From hosting millions of animal species to a rich variety of flora and fauna, our country is undoubtedly home to incredible biodiversity. In a first, a rare sighting of four elusive clouded leopards has been reported in Nagaland’s Kiphire district.
A group of researchers, led by the Delhi-based non-profit Wildlife Protection Society of India (WPSI), captured some incredible pictures of the rare-breed leopards at an elevation of 3,700 metres in a community-owned forest of Thanamir village, alongside the Indo-Myanmar border. Reportedly, it is the highest altitude where the elusive big cat has been spotted in the entire world.
The clouded leopards are the smallest of the large wild cats and are categorized as ‘vulnerable’ under the IUCN classification.
Authored by Ramya Nair, Alemba Yimkhiung, Hankiumong Yimkhiung, Kiyanmong Yimkhiung, Yapmuli Yimkhiung, Toshi Wungtung, Avinash Basker and Sahil Nijhawan, the report said:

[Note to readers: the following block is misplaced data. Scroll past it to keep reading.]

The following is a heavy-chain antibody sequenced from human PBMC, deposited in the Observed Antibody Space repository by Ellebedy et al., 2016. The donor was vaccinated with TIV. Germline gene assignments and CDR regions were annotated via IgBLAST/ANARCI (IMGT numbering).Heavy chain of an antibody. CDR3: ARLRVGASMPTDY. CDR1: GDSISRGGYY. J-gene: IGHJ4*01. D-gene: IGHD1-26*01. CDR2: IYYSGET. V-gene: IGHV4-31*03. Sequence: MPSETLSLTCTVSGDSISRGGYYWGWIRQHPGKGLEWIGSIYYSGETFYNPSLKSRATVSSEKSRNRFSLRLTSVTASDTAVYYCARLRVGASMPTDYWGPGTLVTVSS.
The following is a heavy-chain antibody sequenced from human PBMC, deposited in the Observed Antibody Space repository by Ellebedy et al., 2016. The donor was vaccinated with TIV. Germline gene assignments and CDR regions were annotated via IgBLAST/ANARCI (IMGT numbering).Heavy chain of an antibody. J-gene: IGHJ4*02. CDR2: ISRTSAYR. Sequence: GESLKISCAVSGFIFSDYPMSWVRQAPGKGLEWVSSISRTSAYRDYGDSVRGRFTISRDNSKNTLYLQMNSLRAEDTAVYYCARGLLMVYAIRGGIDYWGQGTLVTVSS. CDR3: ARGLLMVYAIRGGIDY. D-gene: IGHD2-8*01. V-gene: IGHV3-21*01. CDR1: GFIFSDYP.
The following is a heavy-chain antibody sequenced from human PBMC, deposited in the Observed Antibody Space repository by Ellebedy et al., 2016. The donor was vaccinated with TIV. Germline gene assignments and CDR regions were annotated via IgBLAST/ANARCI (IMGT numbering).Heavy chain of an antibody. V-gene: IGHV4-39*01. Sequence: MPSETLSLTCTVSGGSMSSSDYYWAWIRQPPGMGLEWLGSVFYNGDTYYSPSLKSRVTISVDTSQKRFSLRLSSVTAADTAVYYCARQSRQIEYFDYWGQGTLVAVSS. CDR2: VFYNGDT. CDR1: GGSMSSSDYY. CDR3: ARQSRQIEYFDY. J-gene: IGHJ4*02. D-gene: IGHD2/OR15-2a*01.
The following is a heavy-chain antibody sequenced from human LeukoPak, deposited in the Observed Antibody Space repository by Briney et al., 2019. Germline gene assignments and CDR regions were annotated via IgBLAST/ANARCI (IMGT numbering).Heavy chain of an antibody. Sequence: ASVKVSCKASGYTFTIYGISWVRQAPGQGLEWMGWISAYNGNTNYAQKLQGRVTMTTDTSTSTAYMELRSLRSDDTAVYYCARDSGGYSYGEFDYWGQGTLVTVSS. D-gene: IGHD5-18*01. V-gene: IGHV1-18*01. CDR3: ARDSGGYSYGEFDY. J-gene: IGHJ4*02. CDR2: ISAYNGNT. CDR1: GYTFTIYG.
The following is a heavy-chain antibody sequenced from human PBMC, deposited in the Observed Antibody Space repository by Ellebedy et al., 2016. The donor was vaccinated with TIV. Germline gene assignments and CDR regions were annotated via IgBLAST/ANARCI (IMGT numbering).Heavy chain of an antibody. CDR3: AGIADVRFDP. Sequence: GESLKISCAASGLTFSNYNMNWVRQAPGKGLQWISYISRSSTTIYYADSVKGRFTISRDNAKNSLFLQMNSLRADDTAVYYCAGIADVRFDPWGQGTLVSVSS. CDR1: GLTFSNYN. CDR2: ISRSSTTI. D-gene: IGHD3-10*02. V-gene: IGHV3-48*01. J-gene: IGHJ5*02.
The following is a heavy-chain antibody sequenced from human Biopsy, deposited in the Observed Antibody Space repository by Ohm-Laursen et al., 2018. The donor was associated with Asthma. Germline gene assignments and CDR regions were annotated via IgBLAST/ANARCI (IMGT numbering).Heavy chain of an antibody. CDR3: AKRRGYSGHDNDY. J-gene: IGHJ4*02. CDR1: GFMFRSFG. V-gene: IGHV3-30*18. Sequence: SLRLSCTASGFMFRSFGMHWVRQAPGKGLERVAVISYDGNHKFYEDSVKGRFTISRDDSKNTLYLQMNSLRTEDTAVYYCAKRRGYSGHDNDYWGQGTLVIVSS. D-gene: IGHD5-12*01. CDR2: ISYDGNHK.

In total, we have evidence of at least two adults and two cubs. Two distinct individuals were photo captured at a camera placed above the tree line at 3,700 m close to the summit of Mt. Saramati. Another individual was photo captured at 3,436 m. All high elevation records are from summer months suggesting that clouded leopards may seasonally expand their range upwards as the snow recedes and higher ridges attract prey.
Talking about the rare leopards, an Arunachal Pradesh-based conservation anthropologist said:
We have found them at heights above where the trees end. They are residents of the area and are reproducing there, which indicates that there is enough food and forest cover for them to do so.
The leopard is known as Khephak in the local language, which means a big grey cat.
The researchers, who spotted the elusive leopards, published their findings in the Winter 2021 issue of the Cat News, the IUCN/Species Survival Commission (SSC) Cat Specialist Group’s biannual newsletter.